There was a study a few years back that reportedly showed a correlation between reading literary fiction and having greater empathy. There is also a great deal of skepticism as to that study’s worth, so I’m not going to present it as proof for the assertion I’m about to make: Books can build empathy. I’m instead going to rely on anecdotal evidence and personal experience and I’m not going to worry too much about whether I can statistically represent all readers (I can’t). I’m just going to say this–If you can read To Kill a Mockingbird and not come away with a deeper appreciation of the complexities of life and the need to protect vulnerable members of our communities, I’m not sure anything can help you become a kinder, more empathetic person. Books and stories transport us from our own limited circumstances, allowing us to enter into the minds and hearts of people quite unlike us. That imaginative exercise can in turn inspire us to be more generous and kind to the real people we encounter every day. Here are 10 titles that may inspire you to meet the world with greater kindness.
Hug Machine by Scott Campbell: The hug machine is available to hug anyone, any time, whether they are square or long, spiky or soft.
Deep Down Dark by Hector Tobar: A Pulitzer Prize winning journalist relates the experiences of the thirty-three men who endured entrapment beneath thousands of feet of rock for a record-breaking sixty-nine days during the San José mine collapse outside of Copiapó, Chile, in August 2010
Heck, Superhero by Martine Leavitt: Leavitt has a soft spot for the vulnerable. In this case it’s Heck, a talented artist and son of a mentally unstable single mom. When his mother goes missing after school one day, Heck sets out on a quest to do the one great and heroic deed that will set everything aright.
Wonder by R.J. Palacio: Ten-year-old Auggie Pullman, who was born with extreme facial abnormalities and was not expected to survive, goes from being home-schooled to entering fifth grade at a private middle school in Manhattan, which entails enduring the taunting and fear of his classmates as he struggles to be seen as just another student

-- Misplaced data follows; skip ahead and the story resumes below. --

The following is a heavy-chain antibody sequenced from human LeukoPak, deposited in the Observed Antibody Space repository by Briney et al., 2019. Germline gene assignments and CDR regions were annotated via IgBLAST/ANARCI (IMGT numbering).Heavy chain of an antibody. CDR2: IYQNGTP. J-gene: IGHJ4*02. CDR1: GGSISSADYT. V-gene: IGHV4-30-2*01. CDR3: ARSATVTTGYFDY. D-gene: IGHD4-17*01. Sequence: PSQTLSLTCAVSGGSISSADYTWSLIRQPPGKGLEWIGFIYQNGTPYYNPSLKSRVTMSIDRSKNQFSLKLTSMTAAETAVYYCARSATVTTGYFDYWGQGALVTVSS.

Marcelo in the Real World by Francisco Stork: Marcelo struggles to function in the neurotypical world. He’s 18, on the autism spectrum, and being pressured by his father to spend the last summer of his school career working in the mailroom at his law firm. It’s far out of his comfort zone as he discovers truths about himself and others.
Bruiser by Neal Shusterman: This one’s a beautiful book about empathy, and growing up, and learning to carry your own pack. Twins Bronte and Tennyson are in the midst of family turmoil and pain when the school’s mysterious loner comes into their lives and changes everything.
On the Beach by Nevil Shute: Following a nuclear war in the Northern Hemisphere, the inhabitants of a small Australian community await the inevitable after-effects of the bombs to reach them
Seedfolks by Paul Fleischman: One by one, a number of people of varying ages and backgrounds transform a trash-filled inner-city lot into a productive and beautiful garden
Navigating Early by Clare Vanderpool: While on a quest along the Appalachian Trail two boys discover truth can be found in stories, legends and dreams.
Words by Heart by Ouida Sebestyen: A young black girl struggles to fulfill her papa’s dream of a better future for their family in the southwestern town where, in 1910, they are the only blacks.